infographic.

Melissa is a mother of 2, lives in Utah, and writes for a multitude of sites. She is currently the EIC of HarcourtHealth.com and writes about health, wellness, and business topics.

Do you often find yourself bored with going over the news? Tempted to just put articles aside because they aren’t engaging enough for you to reach the important points? Are you already considering closing this article simply because the main point hasn’t been addressed yet? You’re likely not alone. Studies and surveys have shown that the average human in the digital age can only dedicate their attention to one thing for approximately 8 seconds at a time before they need to attempt to refocus. This sort of attention span is less than the average goldfish. Ironically, the scientists involved (as well as Microsoft) propose that our ability and desire to multitask and process information from an array of sources at once has grown in the advent of the age of technology.

While this seems to have good intentions, it also seems to be a little contradictory. Most news articles or television pieces last well over 8 seconds and often contain written or spoken word with little else for the human mind to engage at the time when they are trying to process the information delivered to them. There isn’t much eye-catching about a few paragraphs worth of news, so maintaining anyone’s attention for more than 8 seconds with that sort of offering seems like a rather tall order.

Many people have resorted now in the digital age to infographics to help them get their points across in a more concise manner that also often draws the eye to itself. Using visual prompts for the brain to interpret instead of a string of words that a reader has to put effort into consuming mentally seems to satisfy the condition of the average human’s shorter attention span.

In many cases, while still a rather sad alternative, infographics do have their benefits. Visuals that involve statistics to get points across on various topics, some of which can be rather important, are more likely to find success with implanting themselves in the minds of information consumers. Consider reading a multiple-paragraph article that includes a table of numbers relating to safety statistics in a given area. If you are one who cannot stay focused for several minutes at a time or needs to go over the same article several times to get the whole picture, you might become frustrated after a while. And yet, this information is vitally important. It contains methods for safety measures and correlating statistics to support an argument. But, without the simple ability to maintain focus enough to absorb all of that information, you may just miss out.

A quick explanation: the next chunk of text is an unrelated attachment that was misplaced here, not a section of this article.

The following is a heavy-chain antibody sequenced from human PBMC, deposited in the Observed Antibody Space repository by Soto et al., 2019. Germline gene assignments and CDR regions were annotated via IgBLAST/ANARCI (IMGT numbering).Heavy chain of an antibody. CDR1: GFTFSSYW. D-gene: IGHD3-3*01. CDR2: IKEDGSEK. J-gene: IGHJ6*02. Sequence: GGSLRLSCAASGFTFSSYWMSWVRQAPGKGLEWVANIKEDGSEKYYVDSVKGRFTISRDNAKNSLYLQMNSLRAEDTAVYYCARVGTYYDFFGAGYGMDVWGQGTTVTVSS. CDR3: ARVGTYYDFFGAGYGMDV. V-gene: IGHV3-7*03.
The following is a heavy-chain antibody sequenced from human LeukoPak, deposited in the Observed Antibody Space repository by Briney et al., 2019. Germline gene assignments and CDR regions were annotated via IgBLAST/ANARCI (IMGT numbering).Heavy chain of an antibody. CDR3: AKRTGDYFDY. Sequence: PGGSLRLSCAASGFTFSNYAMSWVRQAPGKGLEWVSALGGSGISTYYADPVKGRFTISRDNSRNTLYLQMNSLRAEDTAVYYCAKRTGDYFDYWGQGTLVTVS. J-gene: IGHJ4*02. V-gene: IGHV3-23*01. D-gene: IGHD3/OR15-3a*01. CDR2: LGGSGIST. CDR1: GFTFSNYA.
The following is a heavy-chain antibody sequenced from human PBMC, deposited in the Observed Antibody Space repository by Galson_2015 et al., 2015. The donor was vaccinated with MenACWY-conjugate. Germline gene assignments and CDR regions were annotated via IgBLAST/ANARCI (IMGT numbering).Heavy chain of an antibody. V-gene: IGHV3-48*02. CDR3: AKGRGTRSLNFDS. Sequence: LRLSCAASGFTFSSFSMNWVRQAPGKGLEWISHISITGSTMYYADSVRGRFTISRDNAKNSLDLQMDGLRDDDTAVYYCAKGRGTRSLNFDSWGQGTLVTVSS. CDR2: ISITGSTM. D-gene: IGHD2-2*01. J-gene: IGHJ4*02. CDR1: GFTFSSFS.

The same information provided as an array of stimulating visuals is more likely to keep your attention long enough to at least get the point across. Not to mention, the information provided by such visuals is much more easily digestible in the short term with the use of shorter, more to-the-point explanations. You are also more likely to retain it in the long term due to the use of images (and often bright colors) rather than the more arduous process of absorbing information audibly as you listen to a speaker or mentally by the written word.

This is the primary reason why advertising that focuses on visual effects works so well. We may not remember details of what is explained by those who appear in advertisements, but we are more likely to remember visual stimuli such as logos, symbols or prominent colors and themes associated with the advertisements. When referring to a single news story, the impact may not be nearly as heavy, but using infographics with statistics that relate to a news story can work to much greater effect when providing information or evidence for arguments.

And you even managed to read this whole article anyway.